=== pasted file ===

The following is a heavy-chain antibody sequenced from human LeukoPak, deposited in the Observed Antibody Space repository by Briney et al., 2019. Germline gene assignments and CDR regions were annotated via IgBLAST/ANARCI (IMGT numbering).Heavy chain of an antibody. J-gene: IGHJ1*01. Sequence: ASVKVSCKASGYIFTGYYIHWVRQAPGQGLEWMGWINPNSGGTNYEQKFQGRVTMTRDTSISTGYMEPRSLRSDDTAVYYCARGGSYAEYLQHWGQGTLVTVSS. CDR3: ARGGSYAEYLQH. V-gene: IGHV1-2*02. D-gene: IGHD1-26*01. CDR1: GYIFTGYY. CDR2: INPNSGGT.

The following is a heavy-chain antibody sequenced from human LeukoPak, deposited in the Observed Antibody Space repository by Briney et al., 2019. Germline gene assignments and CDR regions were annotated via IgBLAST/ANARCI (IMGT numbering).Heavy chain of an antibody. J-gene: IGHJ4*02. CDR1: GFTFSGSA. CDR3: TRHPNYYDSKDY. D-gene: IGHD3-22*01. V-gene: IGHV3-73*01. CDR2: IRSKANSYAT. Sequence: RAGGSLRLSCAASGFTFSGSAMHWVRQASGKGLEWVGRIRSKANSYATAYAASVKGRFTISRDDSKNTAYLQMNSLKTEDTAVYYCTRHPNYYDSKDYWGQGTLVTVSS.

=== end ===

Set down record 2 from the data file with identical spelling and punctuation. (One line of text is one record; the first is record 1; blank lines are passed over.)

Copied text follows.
The following is a heavy-chain antibody sequenced from human LeukoPak, deposited in the Observed Antibody Space repository by Briney et al., 2019. Germline gene assignments and CDR regions were annotated via IgBLAST/ANARCI (IMGT numbering).Heavy chain of an antibody. J-gene: IGHJ4*02. CDR1: GFTFSGSA. CDR3: TRHPNYYDSKDY. D-gene: IGHD3-22*01. V-gene: IGHV3-73*01. CDR2: IRSKANSYAT. Sequence: RAGGSLRLSCAASGFTFSGSAMHWVRQASGKGLEWVGRIRSKANSYATAYAASVKGRFTISRDDSKNTAYLQMNSLKTEDTAVYYCTRHPNYYDSKDYWGQGTLVTVSS.